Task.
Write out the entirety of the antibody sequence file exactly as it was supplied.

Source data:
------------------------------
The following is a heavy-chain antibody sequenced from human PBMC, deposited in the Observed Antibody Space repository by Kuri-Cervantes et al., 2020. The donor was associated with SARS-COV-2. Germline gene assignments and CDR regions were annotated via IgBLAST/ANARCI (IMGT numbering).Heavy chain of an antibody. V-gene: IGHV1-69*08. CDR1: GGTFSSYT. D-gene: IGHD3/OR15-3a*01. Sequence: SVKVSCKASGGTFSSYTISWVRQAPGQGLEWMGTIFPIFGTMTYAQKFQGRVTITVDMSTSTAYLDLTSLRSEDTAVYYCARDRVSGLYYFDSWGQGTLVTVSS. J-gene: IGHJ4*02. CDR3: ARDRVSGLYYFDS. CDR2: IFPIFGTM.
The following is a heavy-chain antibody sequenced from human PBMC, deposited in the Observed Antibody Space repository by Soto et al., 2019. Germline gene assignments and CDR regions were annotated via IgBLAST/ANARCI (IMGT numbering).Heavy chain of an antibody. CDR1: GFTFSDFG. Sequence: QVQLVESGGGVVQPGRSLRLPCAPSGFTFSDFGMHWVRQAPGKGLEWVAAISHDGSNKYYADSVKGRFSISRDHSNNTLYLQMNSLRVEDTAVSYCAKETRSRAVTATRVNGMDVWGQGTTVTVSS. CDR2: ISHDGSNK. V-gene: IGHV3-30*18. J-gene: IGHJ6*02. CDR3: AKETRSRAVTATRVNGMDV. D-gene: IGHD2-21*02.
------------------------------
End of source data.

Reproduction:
The following is a heavy-chain antibody sequenced from human PBMC, deposited in the Observed Antibody Space repository by Kuri-Cervantes et al., 2020. The donor was associated with SARS-COV-2. Germline gene assignments and CDR regions were annotated via IgBLAST/ANARCI (IMGT numbering).Heavy chain of an antibody. V-gene: IGHV1-69*08. CDR1: GGTFSSYT. D-gene: IGHD3/OR15-3a*01. Sequence: SVKVSCKASGGTFSSYTISWVRQAPGQGLEWMGTIFPIFGTMTYAQKFQGRVTITVDMSTSTAYLDLTSLRSEDTAVYYCARDRVSGLYYFDSWGQGTLVTVSS. J-gene: IGHJ4*02. CDR3: ARDRVSGLYYFDS. CDR2: IFPIFGTM.
The following is a heavy-chain antibody sequenced from human PBMC, deposited in the Observed Antibody Space repository by Soto et al., 2019. Germline gene assignments and CDR regions were annotated via IgBLAST/ANARCI (IMGT numbering).Heavy chain of an antibody. CDR1: GFTFSDFG. Sequence: QVQLVESGGGVVQPGRSLRLPCAPSGFTFSDFGMHWVRQAPGKGLEWVAAISHDGSNKYYADSVKGRFSISRDHSNNTLYLQMNSLRVEDTAVSYCAKETRSRAVTATRVNGMDVWGQGTTVTVSS. CDR2: ISHDGSNK. V-gene: IGHV3-30*18. J-gene: IGHJ6*02. CDR3: AKETRSRAVTATRVNGMDV. D-gene: IGHD2-21*02.